Friday, September 23, 2016

Alcest - Kodama

After the release of Alcest's Ecailles de Lune in 2010 (crown jewel of their discography according to many), Alcest cemented themselves as a band whose new material I would wait for with bated breath. Acting as progenitors for the musical hybrid of shoegaze and black metal, they put forth sounds that were so pristine in their serenity, it could be considered a spiritual endeavor to consume their material. But, as with many bands that pioneer a certain sound, sometimes they try to venture too far outside of what made them appealing in the first place (just ask any Opeth fan). For Alcest, this step outside the norm was with their last album from three years ago, Shelter. On this effort, they dropped any and all elements that would be considered "heavy" and fully embraced the ethereal aspects to their sound that made Shelter come across as a dream-pop album; one that was decent at its best points and tedious for all the rest of its duration. However, moving forward with their latest release, Kodama, Alcest showcases a welcome return to form, albeit a seemingly short one.

As soon as I caught wind that this album would revisit the Alcest sound of yore, I was immediately excited by the prospect of some harrowing yet satisfying Neige screams. Surely this is also the knee-jerk reaction of any other pre-Shelter Alcest fan out there. The album's opening (and title) track, features, count them, nil shrieks. Rest assured, though, that this track succeeds in every other area possible. Featuring vocals from Katerine Sheperd of Sylvaine, the album begins with a flourish of well constructed melodic hooks that flow off of each other effortlessly. While the guitar work transitions back and forth between the band's strong black metal underpinnings and the sublime nature of their more ethereal side, the bigger point is that these transitions are fluid. The compositions are constantly dynamic and never falter to keep your interest. Neige's other-worldly vocals are also as entrancing as ever.

The meat of the rest of the album harnesses the strengths of the first track, but throws in faster-paced rhythms and, wait for it......yes, Neige's screams back into the mix. "Je Suis D'Ailleurs" ("I Am From Elsewhere" for the French impaired) is the first track to really take this formula to new heights; mixing these elements in ways that create huge emotional build-ups and triumphant walls of sound. Even in the album's more melodic moments, there's always something present that delivers that assertive "punch".  While Ecailles de Lune had a much denser permeation of placidity, Kodama shares a similar album flow. The opening tracks bring you in with melody, the middle hits you hard(er), and the end trails off in a more hypnotizing manner than the album's beginning.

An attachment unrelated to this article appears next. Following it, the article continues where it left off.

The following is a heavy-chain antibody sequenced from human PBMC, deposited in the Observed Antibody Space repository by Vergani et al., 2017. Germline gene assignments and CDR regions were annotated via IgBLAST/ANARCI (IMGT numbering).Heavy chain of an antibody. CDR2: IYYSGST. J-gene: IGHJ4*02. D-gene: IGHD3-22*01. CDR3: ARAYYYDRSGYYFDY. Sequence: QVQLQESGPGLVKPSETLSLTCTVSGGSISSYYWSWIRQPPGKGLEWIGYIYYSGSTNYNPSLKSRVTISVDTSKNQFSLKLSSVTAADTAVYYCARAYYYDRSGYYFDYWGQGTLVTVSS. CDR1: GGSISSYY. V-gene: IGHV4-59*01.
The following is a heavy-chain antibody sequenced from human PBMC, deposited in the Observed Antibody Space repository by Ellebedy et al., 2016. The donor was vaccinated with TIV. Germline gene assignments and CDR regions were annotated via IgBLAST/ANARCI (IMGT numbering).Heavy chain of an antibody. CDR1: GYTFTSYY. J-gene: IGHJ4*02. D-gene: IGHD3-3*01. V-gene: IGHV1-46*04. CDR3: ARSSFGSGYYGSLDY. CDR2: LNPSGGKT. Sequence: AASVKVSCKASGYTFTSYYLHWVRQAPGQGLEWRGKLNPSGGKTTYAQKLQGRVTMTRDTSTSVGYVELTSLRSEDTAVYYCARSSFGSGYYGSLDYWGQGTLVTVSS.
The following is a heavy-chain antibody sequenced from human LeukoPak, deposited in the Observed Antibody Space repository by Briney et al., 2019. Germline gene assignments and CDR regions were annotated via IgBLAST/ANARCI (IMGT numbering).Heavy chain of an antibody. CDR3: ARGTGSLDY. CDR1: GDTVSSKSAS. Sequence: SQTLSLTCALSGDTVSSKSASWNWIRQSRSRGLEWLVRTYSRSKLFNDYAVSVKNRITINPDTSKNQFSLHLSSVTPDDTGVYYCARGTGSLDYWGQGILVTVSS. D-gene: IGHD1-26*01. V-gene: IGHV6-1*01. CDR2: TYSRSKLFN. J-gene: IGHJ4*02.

The only real complaint I've can manage to muster about Kodama is that the whole experience felt way too short. The album is six tracks long, but much to my surprise its runtime totals 43 minutes, which is around the norm for a full-length release. Perhaps it's a testament to the album's ability to captivate that made the time seem to fly by, but it certainly could have used one more track at minimum. "Onyx", the album's instrumental closing track clocks in just under four minutes, but easily could've been extrapolated into a much more fleshed out coda.

Despite my gripe about the album's length, make no mistake; Kodama's strong song compositions and cohesion is undeniable. By bringing back the heavier aspects to their sound, Alcest managed to put forward the most thorough representation of their music to date. I have yet to do so, but I would love to talk to a fan who is strongly pro-Shelter. For me, Alcest as a band is best represented by a yin and yang - the melodic singing and shoegaze-y distortion cannot exist without the tremolo picked guitars, fast drum beats, and wailing screams. Kodama drives that point home, and is an album that would be foolish to miss out on.

- Mick

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